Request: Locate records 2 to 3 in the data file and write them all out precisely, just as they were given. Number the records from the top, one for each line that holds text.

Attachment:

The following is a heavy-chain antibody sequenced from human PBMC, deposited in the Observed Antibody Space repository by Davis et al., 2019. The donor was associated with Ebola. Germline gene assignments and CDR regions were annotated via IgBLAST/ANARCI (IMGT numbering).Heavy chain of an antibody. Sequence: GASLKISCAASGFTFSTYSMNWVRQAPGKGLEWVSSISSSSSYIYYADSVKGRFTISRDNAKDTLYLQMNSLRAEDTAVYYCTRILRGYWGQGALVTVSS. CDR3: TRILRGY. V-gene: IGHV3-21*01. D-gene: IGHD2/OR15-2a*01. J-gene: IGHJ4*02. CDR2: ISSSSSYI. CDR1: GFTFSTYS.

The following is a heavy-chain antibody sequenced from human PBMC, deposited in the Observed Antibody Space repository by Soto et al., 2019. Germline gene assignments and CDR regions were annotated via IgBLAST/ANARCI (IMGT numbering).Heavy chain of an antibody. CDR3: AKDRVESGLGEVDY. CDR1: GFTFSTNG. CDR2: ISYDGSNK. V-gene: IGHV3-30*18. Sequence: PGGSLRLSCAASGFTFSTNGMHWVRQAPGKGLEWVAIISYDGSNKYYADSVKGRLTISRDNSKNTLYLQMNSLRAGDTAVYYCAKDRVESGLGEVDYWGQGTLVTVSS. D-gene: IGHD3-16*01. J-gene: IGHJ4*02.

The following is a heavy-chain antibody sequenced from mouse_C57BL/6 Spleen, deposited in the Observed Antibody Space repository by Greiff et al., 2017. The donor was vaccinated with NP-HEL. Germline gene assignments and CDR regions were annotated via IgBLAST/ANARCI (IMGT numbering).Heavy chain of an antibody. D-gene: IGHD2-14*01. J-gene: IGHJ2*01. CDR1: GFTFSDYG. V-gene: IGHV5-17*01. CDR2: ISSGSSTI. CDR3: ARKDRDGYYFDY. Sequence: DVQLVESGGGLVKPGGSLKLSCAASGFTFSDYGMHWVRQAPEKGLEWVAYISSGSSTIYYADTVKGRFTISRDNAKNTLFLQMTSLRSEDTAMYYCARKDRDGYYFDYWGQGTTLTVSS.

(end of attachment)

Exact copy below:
The following is a heavy-chain antibody sequenced from human PBMC, deposited in the Observed Antibody Space repository by Soto et al., 2019. Germline gene assignments and CDR regions were annotated via IgBLAST/ANARCI (IMGT numbering).Heavy chain of an antibody. CDR3: AKDRVESGLGEVDY. CDR1: GFTFSTNG. CDR2: ISYDGSNK. V-gene: IGHV3-30*18. Sequence: PGGSLRLSCAASGFTFSTNGMHWVRQAPGKGLEWVAIISYDGSNKYYADSVKGRLTISRDNSKNTLYLQMNSLRAGDTAVYYCAKDRVESGLGEVDYWGQGTLVTVSS. D-gene: IGHD3-16*01. J-gene: IGHJ4*02.

The following is a heavy-chain antibody sequenced from mouse_C57BL/6 Spleen, deposited in the Observed Antibody Space repository by Greiff et al., 2017. The donor was vaccinated with NP-HEL. Germline gene assignments and CDR regions were annotated via IgBLAST/ANARCI (IMGT numbering).Heavy chain of an antibody. D-gene: IGHD2-14*01. J-gene: IGHJ2*01. CDR1: GFTFSDYG. V-gene: IGHV5-17*01. CDR2: ISSGSSTI. CDR3: ARKDRDGYYFDY. Sequence: DVQLVESGGGLVKPGGSLKLSCAASGFTFSDYGMHWVRQAPEKGLEWVAYISSGSSTIYYADTVKGRFTISRDNAKNTLFLQMTSLRSEDTAMYYCARKDRDGYYFDYWGQGTTLTVSS.